You've probably heard the joke about the honest salesmen: it's not that they're lying, what they know isn't true. I had a similar problem recently: in the 10 MPLS traffic engineering myths and half truths I wrote “Half-truth: MPLS TE only works with OSPF and IS-IS routing protocols.” Ivan Kuchin understood that as “You can run MPLS TE without OSPF or IS-IS.” Although I haven't written that anywhere, I also thought that was the case … so let me try to weasel out of this mess.
I remember being involved in a situation years ago (around the 12.0T release) where someone wanted to use MPLS TE without IS-IS (which was the only supported protocol in those days) and somehow the solution was to set up tunnels using explicit paths, where you have to specify hop-by-hop IP addresses. When you think about it, it makes perfect sense: if you list every IP address in the path, there is no need for constraint-based path calculation (PCALC). However, as it turns out, the later additions to MPLS TE (loose source routing, address exclusion, inter-area MPLS TE, inter-AS MPLS TE) changed the IOS code sufficiently that even the hop-by-hop tunnels cannot be set up without operational OSPF or IS-IS:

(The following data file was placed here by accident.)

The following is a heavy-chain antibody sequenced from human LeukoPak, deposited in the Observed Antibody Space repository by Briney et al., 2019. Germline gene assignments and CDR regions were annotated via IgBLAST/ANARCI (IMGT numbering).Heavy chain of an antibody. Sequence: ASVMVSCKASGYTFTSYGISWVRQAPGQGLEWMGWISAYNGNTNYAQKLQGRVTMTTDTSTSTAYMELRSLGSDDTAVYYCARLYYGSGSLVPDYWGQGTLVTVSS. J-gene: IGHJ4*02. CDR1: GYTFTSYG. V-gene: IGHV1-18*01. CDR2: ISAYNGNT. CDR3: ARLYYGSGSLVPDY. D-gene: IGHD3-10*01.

- In order to have MPLS TE running on a router, you need an MPLS TE router-id, and you can only specify that in OSPF or IS-IS routing protocol.
- Even though the hop-by-hop explicit path is static, the router wants to run PCALC for every hop in the path. If the next-hop IP address is not in the OSPF topology database, the router will not even try to set up the tunnel.
If you want to run MPLS TE in your network, you thus need to run OSPF or IS-IS, even though you might not want to use them for IP packet forwarding. For example, you could enable one of them only on the links actually used for MPLS TE and set the distance to 255 to prevent their routes from getting into the IP routing table (and I've tested it in the lab before writing this post).